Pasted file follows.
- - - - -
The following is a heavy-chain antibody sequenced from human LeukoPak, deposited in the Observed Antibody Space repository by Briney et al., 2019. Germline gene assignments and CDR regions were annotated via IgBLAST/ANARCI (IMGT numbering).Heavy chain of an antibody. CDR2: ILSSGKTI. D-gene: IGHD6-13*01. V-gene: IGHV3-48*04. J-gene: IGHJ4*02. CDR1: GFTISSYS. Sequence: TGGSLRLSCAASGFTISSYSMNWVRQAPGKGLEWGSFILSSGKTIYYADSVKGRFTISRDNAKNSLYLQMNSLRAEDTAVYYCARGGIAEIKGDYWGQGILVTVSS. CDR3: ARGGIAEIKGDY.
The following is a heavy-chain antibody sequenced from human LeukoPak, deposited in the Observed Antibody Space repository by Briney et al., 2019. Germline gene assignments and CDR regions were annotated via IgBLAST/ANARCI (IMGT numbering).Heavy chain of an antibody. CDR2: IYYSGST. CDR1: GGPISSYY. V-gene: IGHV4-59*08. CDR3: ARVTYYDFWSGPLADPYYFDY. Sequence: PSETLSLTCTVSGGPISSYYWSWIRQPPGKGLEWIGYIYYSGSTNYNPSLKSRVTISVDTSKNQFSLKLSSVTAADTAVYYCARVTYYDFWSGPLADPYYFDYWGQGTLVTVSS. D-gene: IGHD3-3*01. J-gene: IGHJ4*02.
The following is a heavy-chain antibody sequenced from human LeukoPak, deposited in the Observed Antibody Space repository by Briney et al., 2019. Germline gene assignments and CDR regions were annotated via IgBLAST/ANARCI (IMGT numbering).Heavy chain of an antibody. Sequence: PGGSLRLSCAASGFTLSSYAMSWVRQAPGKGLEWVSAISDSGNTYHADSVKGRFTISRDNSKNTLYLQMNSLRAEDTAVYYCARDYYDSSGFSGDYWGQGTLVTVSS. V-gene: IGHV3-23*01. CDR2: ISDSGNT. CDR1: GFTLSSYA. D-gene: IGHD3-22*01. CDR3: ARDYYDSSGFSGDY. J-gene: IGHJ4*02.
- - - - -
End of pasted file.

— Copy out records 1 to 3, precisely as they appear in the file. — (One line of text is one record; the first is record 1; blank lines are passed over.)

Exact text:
The following is a heavy-chain antibody sequenced from human LeukoPak, deposited in the Observed Antibody Space repository by Briney et al., 2019. Germline gene assignments and CDR regions were annotated via IgBLAST/ANARCI (IMGT numbering).Heavy chain of an antibody. CDR2: ILSSGKTI. D-gene: IGHD6-13*01. V-gene: IGHV3-48*04. J-gene: IGHJ4*02. CDR1: GFTISSYS. Sequence: TGGSLRLSCAASGFTISSYSMNWVRQAPGKGLEWGSFILSSGKTIYYADSVKGRFTISRDNAKNSLYLQMNSLRAEDTAVYYCARGGIAEIKGDYWGQGILVTVSS. CDR3: ARGGIAEIKGDY.
The following is a heavy-chain antibody sequenced from human LeukoPak, deposited in the Observed Antibody Space repository by Briney et al., 2019. Germline gene assignments and CDR regions were annotated via IgBLAST/ANARCI (IMGT numbering).Heavy chain of an antibody. CDR2: IYYSGST. CDR1: GGPISSYY. V-gene: IGHV4-59*08. CDR3: ARVTYYDFWSGPLADPYYFDY. Sequence: PSETLSLTCTVSGGPISSYYWSWIRQPPGKGLEWIGYIYYSGSTNYNPSLKSRVTISVDTSKNQFSLKLSSVTAADTAVYYCARVTYYDFWSGPLADPYYFDYWGQGTLVTVSS. D-gene: IGHD3-3*01. J-gene: IGHJ4*02.
The following is a heavy-chain antibody sequenced from human LeukoPak, deposited in the Observed Antibody Space repository by Briney et al., 2019. Germline gene assignments and CDR regions were annotated via IgBLAST/ANARCI (IMGT numbering).Heavy chain of an antibody. Sequence: PGGSLRLSCAASGFTLSSYAMSWVRQAPGKGLEWVSAISDSGNTYHADSVKGRFTISRDNSKNTLYLQMNSLRAEDTAVYYCARDYYDSSGFSGDYWGQGTLVTVSS. V-gene: IGHV3-23*01. CDR2: ISDSGNT. CDR1: GFTLSSYA. D-gene: IGHD3-22*01. CDR3: ARDYYDSSGFSGDY. J-gene: IGHJ4*02.